Construction


At the height of the economic boom, the construction industry accounted for a sizeable proportion of the Irish economy (approximately €28 billion or 24% of GNP) and provided direct employment to 235,000 people. The relationship between construction activities, and the built environment on the one hand, and sustainable development on the other, is both significant and complex. Construction uses more raw materials than any other sector and the creation and operation of the built environment accounts for a significant proportion of the consumption of natural resources.

In the recent past, poor planning and urban design resulted in large amounts of urban sprawl development on the outskirts of our major cities. These developments were often not adequately serviced in terms of infrastructure and public transport, which often led to long commuting distances, usually by private car. This led continued growth in greenhouse gas emissions associated with transport.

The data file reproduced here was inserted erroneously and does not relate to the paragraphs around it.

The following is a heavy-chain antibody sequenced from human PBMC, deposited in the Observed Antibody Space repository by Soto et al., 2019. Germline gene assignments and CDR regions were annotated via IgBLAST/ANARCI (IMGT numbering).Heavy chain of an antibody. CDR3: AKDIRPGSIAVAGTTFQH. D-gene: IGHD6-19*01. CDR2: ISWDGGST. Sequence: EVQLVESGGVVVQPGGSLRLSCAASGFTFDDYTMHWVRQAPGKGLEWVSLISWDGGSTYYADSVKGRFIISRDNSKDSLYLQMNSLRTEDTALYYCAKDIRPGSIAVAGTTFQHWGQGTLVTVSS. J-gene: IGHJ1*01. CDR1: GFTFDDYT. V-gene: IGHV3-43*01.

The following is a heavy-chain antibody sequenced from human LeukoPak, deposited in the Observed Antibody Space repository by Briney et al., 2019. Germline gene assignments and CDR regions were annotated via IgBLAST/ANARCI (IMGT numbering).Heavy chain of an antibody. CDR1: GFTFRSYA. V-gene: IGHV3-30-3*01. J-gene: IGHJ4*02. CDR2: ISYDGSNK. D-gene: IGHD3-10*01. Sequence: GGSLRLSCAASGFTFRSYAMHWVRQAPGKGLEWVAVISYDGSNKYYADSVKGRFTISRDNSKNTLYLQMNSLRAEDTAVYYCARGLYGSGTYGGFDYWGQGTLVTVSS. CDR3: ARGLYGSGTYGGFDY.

In addition to this, the developments did not always take account of long term sustainability of buildings, proper energy management, or the overall building design and use. All of these issues meant that the sector has influenced both directly and indirectly, the level of greenhouse gas emissions in Ireland .

Emissions from the Manufacturing Combustion sector decreased by 0.4% or 0.02 Mt COin 2016. There were minor decreases in combustion emissions for all sub sectors except cement which increased in 2016. However, increased emissions from companies within the ETS were evident in the food and drink and cement sectors, with emissions increasing by 4.5% and 3.5% respectively. These increases were offset by reductions in other sectors, most notably, a reduction of 5.1% in emissions from nonferrous metals industry (EPA, 2017)


previousPrevious - Mitigation
Next - Actionsnext